“CHAPPLE, John Cole (1829-1899) was perhaps the most prominent citizen in the first years of Alexandra, while his son served as a member of Parliament in New Zealand and Britain.
An Englishman, Chapple emigrated to Victoria to seek gold and came to Central Otago shortly after the Dunstan rush. He settled in Alexandra and immediately formed a party to divert the Manuherekia River, near the confluence with Chatto Creek, so that the exposed bed could be mined. This done, Chapple formed a syndicate of 10 men, known as the Rose, Thistle and Shamrock Company, to cut a race to bring water from the Manuherekia Gorge to the Tucker Hill diggings.
The massive undertaking, begun in January 1864, involved making cuttings through solid rock, a tunnel and an immense wooden viaduct to carry the race across the Manorburn - described as one of the largest contructions on the goldfields. Through a mistake in levels the end of the race was too low to reach Tucker Hill and the syndicate went into receivership.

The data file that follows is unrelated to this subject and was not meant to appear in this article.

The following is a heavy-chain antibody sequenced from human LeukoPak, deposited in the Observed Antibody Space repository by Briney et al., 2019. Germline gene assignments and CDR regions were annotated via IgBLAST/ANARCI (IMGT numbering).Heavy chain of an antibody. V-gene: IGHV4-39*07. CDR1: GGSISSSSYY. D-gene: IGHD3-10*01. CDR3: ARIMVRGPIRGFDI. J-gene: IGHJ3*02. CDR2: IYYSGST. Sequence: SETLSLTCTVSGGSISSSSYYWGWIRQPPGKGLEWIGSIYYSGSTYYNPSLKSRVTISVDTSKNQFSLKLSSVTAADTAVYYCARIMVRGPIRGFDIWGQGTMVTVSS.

Meanwhile, Chapple was taking an interest in civic affairs. In August 1863, he led a successful delegation to Dunedin to complain to the Superintendent about the high fees charged by the river ferries. probably the first person to be registered as a mining agent, he was also busy representing miners in the Warden¹s Court. He was elected mayor of Alexandra in mid-1871 and served for one term.
In the early 1870s Chapple left Alexandra and took up a large sheep farm known as “Allandale”, west of Ophir, where he acted as ranger for straying stock, tried (unsuccessfully) to set up the first flour mill in the district in 1876, hosted the first ploughing match in 1877, and organised the first Agricultural Show in the district in 1881. His wife Elizabeth (nee Allan) wrote fervent letters to the paper about the need for good education for both boys and girls. J.C. Chapple died on 16 December 1899, survived by five daughters and one son. J.C. McCraw.”